Prestigious Art Nouveau mansions in Brussels open
September 14 + 15: Heritage Days in Paris
June's New Arrivals: Museum Apartments
Iconic Houses is now on Twitter and Facebook
Corbu’s Cabanon: Reconstruction and Lecture
Projekt Mies In Krefeld: Life-sized model of the Krefeld Clubhouse
New arrivals: Spain special
MAMO: Le Corbu’s ‘Park in the Sky’ open 12 June
Annual Wright Architectural Housewalk: 18 May
Frank Lloyd Wright Homes on Screen
Message from the Editor
Neutra’s House on Screen
Melnikov House on Screen
Iconic Houses in the media
Message from the Editor
Eileen Gray House on Screen
Zofia and Oskar Hansen’s House in Szumin
By Aleksandra Kędziorek. Polish curator Aleksandra Kędziorek is an art historian, associate curator and project coordinator at the Museum of Modern Art in Warsaw.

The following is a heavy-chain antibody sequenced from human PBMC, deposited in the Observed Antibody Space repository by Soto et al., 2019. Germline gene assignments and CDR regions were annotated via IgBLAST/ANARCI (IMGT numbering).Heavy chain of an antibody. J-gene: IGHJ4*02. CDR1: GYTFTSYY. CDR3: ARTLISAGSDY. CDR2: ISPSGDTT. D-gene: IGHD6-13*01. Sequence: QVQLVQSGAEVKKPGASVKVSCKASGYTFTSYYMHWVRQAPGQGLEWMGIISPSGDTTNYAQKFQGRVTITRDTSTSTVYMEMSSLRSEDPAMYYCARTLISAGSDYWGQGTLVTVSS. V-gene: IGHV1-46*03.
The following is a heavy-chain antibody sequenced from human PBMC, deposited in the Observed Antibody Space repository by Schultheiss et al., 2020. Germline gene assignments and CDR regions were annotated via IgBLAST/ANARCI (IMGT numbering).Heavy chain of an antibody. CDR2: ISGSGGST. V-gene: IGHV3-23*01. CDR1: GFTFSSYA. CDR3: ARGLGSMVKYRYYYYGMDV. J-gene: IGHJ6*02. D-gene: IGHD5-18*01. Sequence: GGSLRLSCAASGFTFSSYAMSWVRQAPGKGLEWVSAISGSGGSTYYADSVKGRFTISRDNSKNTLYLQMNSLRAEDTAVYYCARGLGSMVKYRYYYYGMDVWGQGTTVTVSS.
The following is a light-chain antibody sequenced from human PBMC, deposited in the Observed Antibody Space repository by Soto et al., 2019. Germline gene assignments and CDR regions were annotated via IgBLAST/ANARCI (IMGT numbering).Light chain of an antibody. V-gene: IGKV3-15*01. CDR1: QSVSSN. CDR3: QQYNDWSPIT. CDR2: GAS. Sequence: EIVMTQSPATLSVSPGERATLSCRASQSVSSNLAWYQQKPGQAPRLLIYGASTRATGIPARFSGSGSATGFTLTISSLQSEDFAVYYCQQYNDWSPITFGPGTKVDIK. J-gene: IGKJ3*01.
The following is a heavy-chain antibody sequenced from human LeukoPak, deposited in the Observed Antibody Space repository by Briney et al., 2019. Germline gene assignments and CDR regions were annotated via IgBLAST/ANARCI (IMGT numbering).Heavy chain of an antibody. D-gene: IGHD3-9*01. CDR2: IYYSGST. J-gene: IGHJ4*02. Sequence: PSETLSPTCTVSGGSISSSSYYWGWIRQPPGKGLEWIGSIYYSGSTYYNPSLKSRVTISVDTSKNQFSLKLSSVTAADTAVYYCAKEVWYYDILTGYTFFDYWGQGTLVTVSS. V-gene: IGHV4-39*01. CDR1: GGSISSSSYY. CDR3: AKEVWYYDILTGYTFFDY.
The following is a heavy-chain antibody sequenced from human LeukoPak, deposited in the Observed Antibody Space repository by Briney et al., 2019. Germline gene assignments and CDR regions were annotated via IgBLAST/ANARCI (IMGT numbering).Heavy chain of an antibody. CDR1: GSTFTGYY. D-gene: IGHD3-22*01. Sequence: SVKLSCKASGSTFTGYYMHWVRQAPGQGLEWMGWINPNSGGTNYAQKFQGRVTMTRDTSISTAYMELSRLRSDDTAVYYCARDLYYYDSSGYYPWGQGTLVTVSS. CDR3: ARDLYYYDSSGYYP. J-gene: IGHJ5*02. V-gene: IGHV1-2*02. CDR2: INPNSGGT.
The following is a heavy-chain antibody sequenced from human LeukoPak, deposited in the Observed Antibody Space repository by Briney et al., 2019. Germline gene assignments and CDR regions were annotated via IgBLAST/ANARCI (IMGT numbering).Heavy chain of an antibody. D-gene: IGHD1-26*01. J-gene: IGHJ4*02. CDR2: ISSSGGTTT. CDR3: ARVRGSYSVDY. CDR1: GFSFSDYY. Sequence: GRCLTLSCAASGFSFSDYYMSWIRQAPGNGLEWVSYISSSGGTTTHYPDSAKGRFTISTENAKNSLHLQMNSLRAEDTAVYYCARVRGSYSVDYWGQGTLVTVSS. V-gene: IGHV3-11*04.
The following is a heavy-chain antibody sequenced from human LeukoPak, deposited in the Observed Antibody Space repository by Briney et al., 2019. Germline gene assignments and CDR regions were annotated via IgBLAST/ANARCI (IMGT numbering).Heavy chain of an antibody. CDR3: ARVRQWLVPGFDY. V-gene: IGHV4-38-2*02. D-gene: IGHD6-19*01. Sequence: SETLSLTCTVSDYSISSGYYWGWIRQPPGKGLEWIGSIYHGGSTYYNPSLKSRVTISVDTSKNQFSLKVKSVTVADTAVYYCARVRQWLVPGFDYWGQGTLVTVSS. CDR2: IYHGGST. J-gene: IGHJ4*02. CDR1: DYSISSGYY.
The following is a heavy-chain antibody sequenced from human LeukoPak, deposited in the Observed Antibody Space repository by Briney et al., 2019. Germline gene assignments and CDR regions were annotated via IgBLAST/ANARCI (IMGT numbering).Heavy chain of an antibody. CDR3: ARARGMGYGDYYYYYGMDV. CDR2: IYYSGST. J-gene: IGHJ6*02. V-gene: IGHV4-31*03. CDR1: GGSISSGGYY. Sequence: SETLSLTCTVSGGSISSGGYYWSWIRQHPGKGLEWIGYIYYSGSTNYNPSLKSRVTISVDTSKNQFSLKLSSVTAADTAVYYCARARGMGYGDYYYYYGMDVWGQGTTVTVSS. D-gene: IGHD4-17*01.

‘Philosophy is better promoted through space than through a philosophical book,’ Oskar Hansen (1922-2005) used to say. This remark by the Polish architect, artist and theorist seems to be the best available summary of his own summerhouse in Szumin. In 1968, Hansen, his wife Zofia (1924-2013), also an architect, and two sons, Igor and Alvar, arrived in a small village in a picturesque area near an oxbow lake of the River Bug in central Poland. After falling in love with its landscape, they started to build their summer residence there. An unobtrusive wooden house with a pitched roof became the incarnation of Open Form, the theory with which Oskar and Zofia Hansen tried to revolutionize the building industry of socialist Poland.